Friday July 5, 2002, 72 km (45 miles) - Total so far: 165 km (103 miles)
Today I cooked up breakfast on my stove. Breakfast today consisted of some oatmeal and a nice mug of hot chocolate.
After eating and cleaning up I took the saddlebags off the bike and stored them in the tent then I took off for some more local area exploring.
The first stop of the day was determining where the rail trail started. It turns out that it starts right near the bridge on the highway that comes down from the provincial park. It took a while to locate someone who could tell me this. Most of the people working in stores and restaurants are actually not from Port Burwell either.
This was my first rail trail so I didn't really know what to expect. At first the change of pace was interesting but overtime the constant straight line path coupled with woods on both sides made it seem somewhat boring to ride.
There were however a few interesting times. Since the railroad was decommisioned when the ship sank in 1958 the old railroad bridges had long since been removed. Whenever you came to one of these places then you have to basically carefully walk your bike down a slope and up the other side. Many of these slopes were sandy and somewhat tricky to walk.
Originally I had planned on taking the railtrail on my second day from Port Burwell to almost Tillsonburg. At some point I would stop and camp on the trail. With the stove and a freeze dried meal I figured that it would be an adventure. Of course this would have required the bike being fully loaded.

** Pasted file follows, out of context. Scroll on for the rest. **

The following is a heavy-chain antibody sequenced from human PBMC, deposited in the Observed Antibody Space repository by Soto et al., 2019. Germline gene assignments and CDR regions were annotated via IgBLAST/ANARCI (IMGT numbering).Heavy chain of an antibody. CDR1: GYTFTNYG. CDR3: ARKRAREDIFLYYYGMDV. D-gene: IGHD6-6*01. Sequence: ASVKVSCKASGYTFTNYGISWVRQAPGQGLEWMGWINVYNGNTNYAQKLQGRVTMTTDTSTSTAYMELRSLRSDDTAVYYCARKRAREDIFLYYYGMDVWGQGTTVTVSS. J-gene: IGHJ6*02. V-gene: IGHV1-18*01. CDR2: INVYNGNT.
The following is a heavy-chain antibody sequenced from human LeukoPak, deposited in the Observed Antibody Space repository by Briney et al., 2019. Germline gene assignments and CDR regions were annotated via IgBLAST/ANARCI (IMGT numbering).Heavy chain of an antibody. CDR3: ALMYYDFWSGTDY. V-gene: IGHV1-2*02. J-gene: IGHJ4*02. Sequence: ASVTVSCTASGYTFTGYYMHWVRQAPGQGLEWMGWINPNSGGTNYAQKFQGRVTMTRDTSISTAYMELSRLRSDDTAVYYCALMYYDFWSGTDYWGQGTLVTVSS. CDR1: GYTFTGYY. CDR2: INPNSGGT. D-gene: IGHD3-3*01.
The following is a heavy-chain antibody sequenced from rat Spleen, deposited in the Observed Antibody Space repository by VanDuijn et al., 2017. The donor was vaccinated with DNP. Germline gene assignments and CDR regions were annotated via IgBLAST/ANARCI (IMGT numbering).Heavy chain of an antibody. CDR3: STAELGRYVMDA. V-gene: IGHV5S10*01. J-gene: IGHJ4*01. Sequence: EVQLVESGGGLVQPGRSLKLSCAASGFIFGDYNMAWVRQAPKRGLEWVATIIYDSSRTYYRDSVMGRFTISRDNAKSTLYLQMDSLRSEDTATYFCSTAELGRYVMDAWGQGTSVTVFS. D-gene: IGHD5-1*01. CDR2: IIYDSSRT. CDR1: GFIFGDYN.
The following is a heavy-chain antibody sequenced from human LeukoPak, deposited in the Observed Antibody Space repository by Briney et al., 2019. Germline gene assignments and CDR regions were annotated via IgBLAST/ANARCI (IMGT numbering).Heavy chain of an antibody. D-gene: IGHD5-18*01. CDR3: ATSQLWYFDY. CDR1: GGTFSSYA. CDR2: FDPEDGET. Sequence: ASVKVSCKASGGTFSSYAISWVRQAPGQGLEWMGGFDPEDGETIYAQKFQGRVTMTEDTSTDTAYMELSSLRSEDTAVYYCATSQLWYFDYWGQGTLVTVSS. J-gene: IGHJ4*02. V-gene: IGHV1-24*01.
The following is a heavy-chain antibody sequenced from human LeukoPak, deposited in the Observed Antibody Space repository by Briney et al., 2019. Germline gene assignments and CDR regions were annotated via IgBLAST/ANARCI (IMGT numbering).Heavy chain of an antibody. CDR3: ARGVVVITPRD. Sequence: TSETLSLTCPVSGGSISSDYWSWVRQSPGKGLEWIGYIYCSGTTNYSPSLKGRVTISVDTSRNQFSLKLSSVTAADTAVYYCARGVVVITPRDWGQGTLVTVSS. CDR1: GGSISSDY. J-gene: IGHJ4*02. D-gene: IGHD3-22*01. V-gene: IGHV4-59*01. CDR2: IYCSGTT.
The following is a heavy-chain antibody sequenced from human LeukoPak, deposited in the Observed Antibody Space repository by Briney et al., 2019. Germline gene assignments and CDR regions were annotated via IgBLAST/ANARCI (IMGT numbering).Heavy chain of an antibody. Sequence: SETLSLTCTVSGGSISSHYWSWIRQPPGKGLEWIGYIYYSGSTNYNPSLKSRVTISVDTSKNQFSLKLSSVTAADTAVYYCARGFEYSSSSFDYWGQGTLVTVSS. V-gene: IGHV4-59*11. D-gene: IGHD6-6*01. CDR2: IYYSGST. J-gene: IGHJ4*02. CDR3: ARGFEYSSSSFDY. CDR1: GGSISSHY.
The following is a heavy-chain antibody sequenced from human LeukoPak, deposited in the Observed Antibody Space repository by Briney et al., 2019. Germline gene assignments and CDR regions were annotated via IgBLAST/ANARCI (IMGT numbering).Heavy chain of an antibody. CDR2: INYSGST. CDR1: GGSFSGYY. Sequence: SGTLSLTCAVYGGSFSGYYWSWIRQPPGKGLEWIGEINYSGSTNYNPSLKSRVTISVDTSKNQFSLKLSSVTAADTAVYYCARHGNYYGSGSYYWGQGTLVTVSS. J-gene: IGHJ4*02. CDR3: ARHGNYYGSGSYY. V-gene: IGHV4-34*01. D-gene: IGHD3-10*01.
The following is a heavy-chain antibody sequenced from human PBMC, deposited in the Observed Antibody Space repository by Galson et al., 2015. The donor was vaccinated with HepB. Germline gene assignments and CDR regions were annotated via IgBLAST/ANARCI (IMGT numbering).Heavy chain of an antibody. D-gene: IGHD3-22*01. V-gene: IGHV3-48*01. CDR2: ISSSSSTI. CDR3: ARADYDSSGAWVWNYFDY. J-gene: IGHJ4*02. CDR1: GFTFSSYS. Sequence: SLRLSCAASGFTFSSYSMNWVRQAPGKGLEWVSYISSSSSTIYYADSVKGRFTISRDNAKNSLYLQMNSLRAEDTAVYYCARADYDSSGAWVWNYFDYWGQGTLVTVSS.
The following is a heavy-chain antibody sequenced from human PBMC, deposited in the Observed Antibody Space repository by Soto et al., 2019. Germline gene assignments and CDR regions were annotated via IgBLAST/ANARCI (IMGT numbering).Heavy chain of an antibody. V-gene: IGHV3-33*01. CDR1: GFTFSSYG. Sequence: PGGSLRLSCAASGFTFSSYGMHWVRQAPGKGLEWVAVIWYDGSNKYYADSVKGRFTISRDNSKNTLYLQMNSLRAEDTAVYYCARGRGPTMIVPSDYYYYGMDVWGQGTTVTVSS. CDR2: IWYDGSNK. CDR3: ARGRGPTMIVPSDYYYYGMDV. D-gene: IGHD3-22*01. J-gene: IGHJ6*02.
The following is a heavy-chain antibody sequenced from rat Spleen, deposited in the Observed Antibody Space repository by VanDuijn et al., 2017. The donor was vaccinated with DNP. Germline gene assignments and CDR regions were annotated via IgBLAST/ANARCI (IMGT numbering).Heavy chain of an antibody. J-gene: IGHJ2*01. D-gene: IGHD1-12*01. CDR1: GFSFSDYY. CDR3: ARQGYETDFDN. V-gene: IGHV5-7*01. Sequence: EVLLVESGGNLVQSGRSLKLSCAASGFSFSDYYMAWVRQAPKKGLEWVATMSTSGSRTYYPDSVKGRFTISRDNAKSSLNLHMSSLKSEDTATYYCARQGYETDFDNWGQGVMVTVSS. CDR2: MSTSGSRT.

After seeing the provincial park and enjoying the scenery I changed my plans and decided to stay awhile longer and just enjoy the area while checking out local museums etc so today I rode the trail with a lighter bike.
I would not have wanted to attempt the sandy slopes with a fully loaded touring bike especially with only rear saddlebags which makes the bike awkward to manipulate.
Occassionally on the rail trail you could hear the sounds of cows, horses and dogs but the woods were thick enough that the actual sight of a farm was rare.
There was one section where motorized quads probably go to play. Very interesting side trails with some jumps and twisty turns. Similar to nice singletrack except wider and more worn down.
Eventually I left the rail trail and made my way to the town of Vienna. Vienna today has less then 5,000 people although at one time it was a thriving community that was much larger then London (today's population is approx. 331,000). A couple of fires and the loss of industry when the woods in the area were used up resulted in the town gradually fading away.
In Vienna there is a museum called the Edison museum. This museum has a $2 entrance fee. I was surprised when I paid my fee and the guide locked the door behind me. I was provided with a tour that lasted for at least 45 minutes and there were plenty of things to ask questions about. I really enjoyed my visit to this museum.
Following the tour I ate supper in Port Burwell at another restaurant and then returned to camp where I enjoyed reading using the Thermarest chair before going to bed.
Total distance for the day was 72 kilometers. I really enjoyed being able to immerse myself into the area. I definately believe that staying the extra day in Port Burwell was the right choice for me.
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